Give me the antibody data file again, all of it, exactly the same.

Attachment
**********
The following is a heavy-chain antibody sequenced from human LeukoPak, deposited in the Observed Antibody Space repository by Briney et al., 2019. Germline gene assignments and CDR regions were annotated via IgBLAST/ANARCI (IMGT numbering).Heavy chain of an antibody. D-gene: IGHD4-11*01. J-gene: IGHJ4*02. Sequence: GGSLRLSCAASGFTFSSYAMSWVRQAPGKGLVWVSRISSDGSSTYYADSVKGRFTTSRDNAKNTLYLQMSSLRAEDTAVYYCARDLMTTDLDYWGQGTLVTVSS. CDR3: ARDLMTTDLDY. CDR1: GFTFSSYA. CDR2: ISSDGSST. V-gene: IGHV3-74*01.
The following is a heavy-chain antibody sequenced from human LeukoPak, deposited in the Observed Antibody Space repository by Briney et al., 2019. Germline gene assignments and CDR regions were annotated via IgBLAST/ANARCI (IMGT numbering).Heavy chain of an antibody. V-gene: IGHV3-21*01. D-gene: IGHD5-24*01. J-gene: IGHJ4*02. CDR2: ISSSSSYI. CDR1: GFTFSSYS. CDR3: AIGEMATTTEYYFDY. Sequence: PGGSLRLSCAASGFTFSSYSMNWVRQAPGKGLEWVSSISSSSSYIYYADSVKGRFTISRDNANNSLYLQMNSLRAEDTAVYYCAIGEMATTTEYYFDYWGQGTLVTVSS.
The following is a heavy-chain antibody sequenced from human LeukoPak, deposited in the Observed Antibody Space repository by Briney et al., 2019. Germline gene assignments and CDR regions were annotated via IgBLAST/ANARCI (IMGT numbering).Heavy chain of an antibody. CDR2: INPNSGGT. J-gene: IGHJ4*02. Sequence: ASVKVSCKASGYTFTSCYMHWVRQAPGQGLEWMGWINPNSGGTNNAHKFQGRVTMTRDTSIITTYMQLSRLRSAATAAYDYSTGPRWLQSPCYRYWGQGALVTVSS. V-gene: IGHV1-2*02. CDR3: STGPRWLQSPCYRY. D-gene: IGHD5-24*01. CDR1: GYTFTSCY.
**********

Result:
The following is a heavy-chain antibody sequenced from human LeukoPak, deposited in the Observed Antibody Space repository by Briney et al., 2019. Germline gene assignments and CDR regions were annotated via IgBLAST/ANARCI (IMGT numbering).Heavy chain of an antibody. D-gene: IGHD4-11*01. J-gene: IGHJ4*02. Sequence: GGSLRLSCAASGFTFSSYAMSWVRQAPGKGLVWVSRISSDGSSTYYADSVKGRFTTSRDNAKNTLYLQMSSLRAEDTAVYYCARDLMTTDLDYWGQGTLVTVSS. CDR3: ARDLMTTDLDY. CDR1: GFTFSSYA. CDR2: ISSDGSST. V-gene: IGHV3-74*01.
The following is a heavy-chain antibody sequenced from human LeukoPak, deposited in the Observed Antibody Space repository by Briney et al., 2019. Germline gene assignments and CDR regions were annotated via IgBLAST/ANARCI (IMGT numbering).Heavy chain of an antibody. V-gene: IGHV3-21*01. D-gene: IGHD5-24*01. J-gene: IGHJ4*02. CDR2: ISSSSSYI. CDR1: GFTFSSYS. CDR3: AIGEMATTTEYYFDY. Sequence: PGGSLRLSCAASGFTFSSYSMNWVRQAPGKGLEWVSSISSSSSYIYYADSVKGRFTISRDNANNSLYLQMNSLRAEDTAVYYCAIGEMATTTEYYFDYWGQGTLVTVSS.
The following is a heavy-chain antibody sequenced from human LeukoPak, deposited in the Observed Antibody Space repository by Briney et al., 2019. Germline gene assignments and CDR regions were annotated via IgBLAST/ANARCI (IMGT numbering).Heavy chain of an antibody. CDR2: INPNSGGT. J-gene: IGHJ4*02. Sequence: ASVKVSCKASGYTFTSCYMHWVRQAPGQGLEWMGWINPNSGGTNNAHKFQGRVTMTRDTSIITTYMQLSRLRSAATAAYDYSTGPRWLQSPCYRYWGQGALVTVSS. V-gene: IGHV1-2*02. CDR3: STGPRWLQSPCYRY. D-gene: IGHD5-24*01. CDR1: GYTFTSCY.